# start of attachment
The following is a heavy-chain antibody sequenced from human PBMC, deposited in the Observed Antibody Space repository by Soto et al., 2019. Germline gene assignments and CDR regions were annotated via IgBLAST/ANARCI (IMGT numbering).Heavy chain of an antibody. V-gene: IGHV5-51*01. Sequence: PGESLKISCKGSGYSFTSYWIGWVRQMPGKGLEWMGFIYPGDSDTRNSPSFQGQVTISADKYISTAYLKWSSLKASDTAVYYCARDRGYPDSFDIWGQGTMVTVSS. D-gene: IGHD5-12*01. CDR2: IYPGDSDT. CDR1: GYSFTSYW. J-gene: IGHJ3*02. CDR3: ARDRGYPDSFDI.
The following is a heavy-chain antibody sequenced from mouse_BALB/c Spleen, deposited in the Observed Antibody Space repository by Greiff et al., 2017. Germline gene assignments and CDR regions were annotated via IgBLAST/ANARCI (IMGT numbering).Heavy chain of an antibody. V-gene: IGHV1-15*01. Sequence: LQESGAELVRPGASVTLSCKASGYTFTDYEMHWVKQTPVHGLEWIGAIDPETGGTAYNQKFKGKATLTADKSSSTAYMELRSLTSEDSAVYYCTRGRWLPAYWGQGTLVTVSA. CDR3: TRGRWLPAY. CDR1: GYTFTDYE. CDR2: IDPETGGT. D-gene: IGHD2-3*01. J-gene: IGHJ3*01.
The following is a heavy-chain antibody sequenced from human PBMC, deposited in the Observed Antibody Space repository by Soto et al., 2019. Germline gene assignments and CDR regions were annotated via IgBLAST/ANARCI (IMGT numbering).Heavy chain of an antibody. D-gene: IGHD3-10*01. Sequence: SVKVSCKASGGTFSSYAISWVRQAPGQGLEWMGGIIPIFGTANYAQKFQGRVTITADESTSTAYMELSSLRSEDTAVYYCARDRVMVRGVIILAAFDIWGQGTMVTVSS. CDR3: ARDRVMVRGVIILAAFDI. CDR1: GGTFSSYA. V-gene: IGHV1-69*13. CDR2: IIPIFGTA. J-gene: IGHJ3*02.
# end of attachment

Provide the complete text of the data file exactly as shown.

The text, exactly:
The following is a heavy-chain antibody sequenced from human PBMC, deposited in the Observed Antibody Space repository by Soto et al., 2019. Germline gene assignments and CDR regions were annotated via IgBLAST/ANARCI (IMGT numbering).Heavy chain of an antibody. V-gene: IGHV5-51*01. Sequence: PGESLKISCKGSGYSFTSYWIGWVRQMPGKGLEWMGFIYPGDSDTRNSPSFQGQVTISADKYISTAYLKWSSLKASDTAVYYCARDRGYPDSFDIWGQGTMVTVSS. D-gene: IGHD5-12*01. CDR2: IYPGDSDT. CDR1: GYSFTSYW. J-gene: IGHJ3*02. CDR3: ARDRGYPDSFDI.
The following is a heavy-chain antibody sequenced from mouse_BALB/c Spleen, deposited in the Observed Antibody Space repository by Greiff et al., 2017. Germline gene assignments and CDR regions were annotated via IgBLAST/ANARCI (IMGT numbering).Heavy chain of an antibody. V-gene: IGHV1-15*01. Sequence: LQESGAELVRPGASVTLSCKASGYTFTDYEMHWVKQTPVHGLEWIGAIDPETGGTAYNQKFKGKATLTADKSSSTAYMELRSLTSEDSAVYYCTRGRWLPAYWGQGTLVTVSA. CDR3: TRGRWLPAY. CDR1: GYTFTDYE. CDR2: IDPETGGT. D-gene: IGHD2-3*01. J-gene: IGHJ3*01.
The following is a heavy-chain antibody sequenced from human PBMC, deposited in the Observed Antibody Space repository by Soto et al., 2019. Germline gene assignments and CDR regions were annotated via IgBLAST/ANARCI (IMGT numbering).Heavy chain of an antibody. D-gene: IGHD3-10*01. Sequence: SVKVSCKASGGTFSSYAISWVRQAPGQGLEWMGGIIPIFGTANYAQKFQGRVTITADESTSTAYMELSSLRSEDTAVYYCARDRVMVRGVIILAAFDIWGQGTMVTVSS. CDR3: ARDRVMVRGVIILAAFDI. CDR1: GGTFSSYA. V-gene: IGHV1-69*13. CDR2: IIPIFGTA. J-gene: IGHJ3*02.